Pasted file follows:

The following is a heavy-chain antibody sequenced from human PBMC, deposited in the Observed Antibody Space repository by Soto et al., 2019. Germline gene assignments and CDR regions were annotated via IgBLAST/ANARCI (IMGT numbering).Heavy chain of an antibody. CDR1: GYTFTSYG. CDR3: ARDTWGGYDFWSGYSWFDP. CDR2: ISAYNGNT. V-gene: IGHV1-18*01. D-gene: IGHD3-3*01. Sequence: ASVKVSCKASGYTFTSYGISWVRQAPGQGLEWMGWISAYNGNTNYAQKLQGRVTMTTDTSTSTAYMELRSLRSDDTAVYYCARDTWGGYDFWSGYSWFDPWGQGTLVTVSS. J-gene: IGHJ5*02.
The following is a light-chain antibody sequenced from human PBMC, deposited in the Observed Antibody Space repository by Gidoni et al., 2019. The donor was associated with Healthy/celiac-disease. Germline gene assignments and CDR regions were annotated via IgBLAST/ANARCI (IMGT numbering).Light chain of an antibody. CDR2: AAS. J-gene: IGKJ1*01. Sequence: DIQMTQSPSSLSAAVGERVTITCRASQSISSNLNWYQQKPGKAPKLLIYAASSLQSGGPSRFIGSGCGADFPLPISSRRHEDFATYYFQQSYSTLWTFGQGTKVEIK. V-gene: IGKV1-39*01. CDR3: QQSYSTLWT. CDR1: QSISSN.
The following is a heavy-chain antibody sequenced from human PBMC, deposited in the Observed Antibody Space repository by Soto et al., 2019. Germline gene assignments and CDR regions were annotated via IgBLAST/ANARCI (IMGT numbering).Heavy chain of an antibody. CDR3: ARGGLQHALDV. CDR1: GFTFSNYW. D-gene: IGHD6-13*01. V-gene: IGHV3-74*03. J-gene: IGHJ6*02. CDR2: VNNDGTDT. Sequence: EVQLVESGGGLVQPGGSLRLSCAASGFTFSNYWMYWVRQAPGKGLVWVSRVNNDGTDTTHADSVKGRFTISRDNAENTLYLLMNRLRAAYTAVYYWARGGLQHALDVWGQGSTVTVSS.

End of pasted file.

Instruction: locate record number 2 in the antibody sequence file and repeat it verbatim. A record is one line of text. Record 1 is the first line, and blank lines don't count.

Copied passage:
The following is a light-chain antibody sequenced from human PBMC, deposited in the Observed Antibody Space repository by Gidoni et al., 2019. The donor was associated with Healthy/celiac-disease. Germline gene assignments and CDR regions were annotated via IgBLAST/ANARCI (IMGT numbering).Light chain of an antibody. CDR2: AAS. J-gene: IGKJ1*01. Sequence: DIQMTQSPSSLSAAVGERVTITCRASQSISSNLNWYQQKPGKAPKLLIYAASSLQSGGPSRFIGSGCGADFPLPISSRRHEDFATYYFQQSYSTLWTFGQGTKVEIK. V-gene: IGKV1-39*01. CDR3: QQSYSTLWT. CDR1: QSISSN.